Background: It has been suggested that decisions about which drugs should be reimbursed by the Norwegian National Insurance Administration (NIA) are ad hoc and made without explicit criteria for evaluating applications.
Material and methods: We assessed all documents that we were able to retrieve from the NIA for a sample of 31 applications to add new drugs to the drug benefit program, mainly in the 1990s. The assessment was done with respect to two questions. First, to what extent were different factors explicitly evaluated, such as treatment effects, side effects, cost-effectiveness and reimbursement costs? Second, to what extent did these factors affect the decisions that were made?
Results: We found documents for 19 of the 31 drugs. For the 19 drugs and nine factors that we considered as potentially important in making a decision (a total of 19 x 9 = 171 possible assessments), we found a total of only eight explicit written evaluations. In 10 out of 19 cases costs to the NIA and control of these costs, or use of the drug, appeared to have an important impact on the decision that was reached.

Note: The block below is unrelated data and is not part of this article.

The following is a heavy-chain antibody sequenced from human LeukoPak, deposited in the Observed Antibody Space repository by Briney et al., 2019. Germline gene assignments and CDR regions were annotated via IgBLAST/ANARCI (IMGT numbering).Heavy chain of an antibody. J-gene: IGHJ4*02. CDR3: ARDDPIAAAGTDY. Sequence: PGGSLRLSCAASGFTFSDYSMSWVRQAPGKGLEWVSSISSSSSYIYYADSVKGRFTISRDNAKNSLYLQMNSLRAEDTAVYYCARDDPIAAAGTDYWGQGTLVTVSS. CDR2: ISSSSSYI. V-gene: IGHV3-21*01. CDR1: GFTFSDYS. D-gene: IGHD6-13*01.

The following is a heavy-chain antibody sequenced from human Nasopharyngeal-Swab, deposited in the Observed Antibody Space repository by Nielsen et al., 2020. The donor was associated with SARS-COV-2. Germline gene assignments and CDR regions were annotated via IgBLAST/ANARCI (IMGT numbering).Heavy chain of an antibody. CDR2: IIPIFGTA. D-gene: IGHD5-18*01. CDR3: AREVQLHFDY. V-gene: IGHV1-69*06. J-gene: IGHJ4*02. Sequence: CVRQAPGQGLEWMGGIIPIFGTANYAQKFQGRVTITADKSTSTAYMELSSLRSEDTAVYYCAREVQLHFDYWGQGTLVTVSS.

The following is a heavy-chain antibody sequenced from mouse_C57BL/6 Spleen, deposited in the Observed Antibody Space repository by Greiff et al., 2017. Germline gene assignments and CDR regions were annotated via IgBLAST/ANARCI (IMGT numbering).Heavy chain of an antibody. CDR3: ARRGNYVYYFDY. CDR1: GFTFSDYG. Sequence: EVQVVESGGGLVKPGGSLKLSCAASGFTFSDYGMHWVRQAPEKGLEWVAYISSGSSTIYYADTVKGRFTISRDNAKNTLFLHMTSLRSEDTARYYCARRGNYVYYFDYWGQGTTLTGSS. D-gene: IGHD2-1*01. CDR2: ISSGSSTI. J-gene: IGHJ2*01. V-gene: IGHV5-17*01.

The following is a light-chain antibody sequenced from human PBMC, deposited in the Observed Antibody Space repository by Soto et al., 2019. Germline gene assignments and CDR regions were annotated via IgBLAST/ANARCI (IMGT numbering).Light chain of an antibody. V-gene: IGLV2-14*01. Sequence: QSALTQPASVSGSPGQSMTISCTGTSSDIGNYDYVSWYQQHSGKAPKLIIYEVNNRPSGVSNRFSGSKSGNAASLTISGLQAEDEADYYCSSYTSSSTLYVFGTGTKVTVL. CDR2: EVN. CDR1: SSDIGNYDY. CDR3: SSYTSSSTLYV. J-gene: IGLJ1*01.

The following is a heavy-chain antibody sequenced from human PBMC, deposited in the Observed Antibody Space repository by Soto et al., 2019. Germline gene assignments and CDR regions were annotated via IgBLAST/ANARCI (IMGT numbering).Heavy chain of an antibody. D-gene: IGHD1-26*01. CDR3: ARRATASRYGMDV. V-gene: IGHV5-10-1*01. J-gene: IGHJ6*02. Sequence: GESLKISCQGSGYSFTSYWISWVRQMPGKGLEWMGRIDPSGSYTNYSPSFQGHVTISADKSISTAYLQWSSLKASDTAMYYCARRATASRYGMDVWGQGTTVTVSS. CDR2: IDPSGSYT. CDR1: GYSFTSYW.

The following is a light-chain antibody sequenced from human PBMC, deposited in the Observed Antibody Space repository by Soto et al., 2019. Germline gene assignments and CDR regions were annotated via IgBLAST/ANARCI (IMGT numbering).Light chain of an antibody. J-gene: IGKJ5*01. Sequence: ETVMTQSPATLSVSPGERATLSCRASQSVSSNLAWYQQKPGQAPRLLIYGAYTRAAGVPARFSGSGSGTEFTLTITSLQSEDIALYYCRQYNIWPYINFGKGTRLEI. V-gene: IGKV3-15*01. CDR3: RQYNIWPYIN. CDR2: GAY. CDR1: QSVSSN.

Interpretation: Based on the documents to which we have had access, the NIA's evaluations have not been systematic or transparent for the vast majority of drugs.